Whistleblowing – new legislation
A new whistleblowing legislation is about to come into force on the 1st of December 2021. The law includes, among other things, that employers who have 50 employees or more will be obliged to have internal whistleblower functions. The requirement to introduce whistleblower functions will be mandatory and will be introduced gradually depending on the size of the company.
In 2019, an EU directive was issued according to which both private and public employers within the EU with 50 employees or more will have an obligation to set up whistleblower functions (whistleblower systems). A Swedish bill was presented in June 2020 to implement the EU directive. The proposal is now being circulated for consultation and we will know more about the new law in detail probably during summer 2021.
But it is already clear that most companies in Sweden and within the rest of the EU will be required to have whistleblower functions for their employees, consultants, trainees and other people who are in corresponding work situations.
The obligation to implement whistleblower functions is planned to be established gradually in accordance with the following;
- On the 1st of July 2022, all public employers with 50–249 employees and all (both private and public) employers with at least 250 employees will be required to have a whistleblower function set up.
- On the 1st of December 2023, all private employers with 50–249 employees will also be required to have a whistleblower function set up.
In the past few years, an increasing number of public and private companies have implemented internal whistleblower functions in order to be able to detect serious irregularities within their own operations. A whistleblower function can consist of traditional communication channels such as telephone, mail and e-mail, although it is getting more common with digital solutions that ensure the whistleblower to be and remain anonymous and also enable secure and encrypted communication with the whistleblower.
What applies today?
In order for a report to constitute a whistleblower case, the following applies today;
- The reported irregularities must be serious, such as financial crime, bribery, environmental offence, major security risks and serious forms of discrimination and harassment.
- Furthermore, the irregularities must have been committed by a person in a leading position or a person who holds a key position within the company.
What are the requirements for the whistleblower function according to the bill?
The bill stipulates that reporting must be possible both orally and in writing.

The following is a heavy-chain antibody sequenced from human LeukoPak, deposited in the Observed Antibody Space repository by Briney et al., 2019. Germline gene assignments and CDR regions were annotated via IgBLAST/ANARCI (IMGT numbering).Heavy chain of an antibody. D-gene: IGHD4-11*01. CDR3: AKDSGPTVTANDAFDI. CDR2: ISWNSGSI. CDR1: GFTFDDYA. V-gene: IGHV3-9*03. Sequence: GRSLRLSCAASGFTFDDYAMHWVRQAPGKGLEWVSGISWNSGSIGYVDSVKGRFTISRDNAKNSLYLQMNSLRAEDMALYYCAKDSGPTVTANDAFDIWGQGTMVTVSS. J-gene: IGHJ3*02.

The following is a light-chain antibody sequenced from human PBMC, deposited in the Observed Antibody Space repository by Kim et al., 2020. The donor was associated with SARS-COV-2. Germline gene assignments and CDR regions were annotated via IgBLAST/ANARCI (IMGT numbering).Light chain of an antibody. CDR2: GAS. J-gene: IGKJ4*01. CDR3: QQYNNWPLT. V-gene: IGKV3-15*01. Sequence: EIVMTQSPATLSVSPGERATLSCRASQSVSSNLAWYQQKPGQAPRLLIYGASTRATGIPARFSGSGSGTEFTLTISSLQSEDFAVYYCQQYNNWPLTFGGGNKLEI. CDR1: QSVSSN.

There must also be independent and autonomous persons or units that receive the whistleblower reports, have contact with the reporting person as well as follow up and provide feedback to the reporting person. There is no requirement that the independent and autonomous persons must be non-employed by the company – the whistleblower function can be internally within the company. However, the whistleblower function may also be provided by a person or unit outside the company.
What protection does the whistleblower have?
The proposal for the new whistleblower act is planned to replace the existing law (2016:749) with special protection against reprisals for employees who sound the alarm about serious misconduct. As present, it should continue to be prohibited for an employer to expose an employee to reprisals, for example in the form of termination or relocation. The employer may be liable for damages in case of violations against the law.
The committee appointed to implement the EU whistleblower directive has also proposed amendments to the Public Access to Information and Secrecy Act to protect the whistleblower’s identity in the public sector. This change is of great importance as several whistleblowers in the public sector have had their identities revealed when whistleblower reports have been requested as public documents.
Can corporate groups share whistleblower functions?
At present, many corporate groups have a shared whistleblower function for the entire group. However, the new bill will not make it possible for companies in the private sector with more than 249 employees to share a whistleblower function with other companies. The proposal has been criticized in this part and there is hope among several larger corporate groups that the final law will make it possible to continue to have a shared whistleblower function.
What is the next step for companies that already have a whistleblower function?
When the new whistleblower law is final in detail (probably during this summer), companies that already have a whistleblower function implemented should review their management of whistleblower cases in order to fulfill the requirements in the new law. Furthermore, existing whistleblower policies need to be reviewed and updated.
What should companies without a whistleblower function but with at least 50 employees do?
Start by asking the following questions;
- What does the company want to achieve with the whistleblower function? Is it only to meet legal requirements and because “it looks good”? Or does the company want to genuinely promote that employees and others can report serious misconduct?
- Are there any people in the company who are suitable to receive and handle whistleblower reports in an independent and objective manner?
- What requirements do you need on a whistleblower function? Is a digital solution necessary or are traditional communication channels such as telephone, mail and e-mail enough?
Want to know more?
Please contact Rebecka Thörn, specialized in labour law with many years of experience as an external recipient and investigator of whistleblower cases.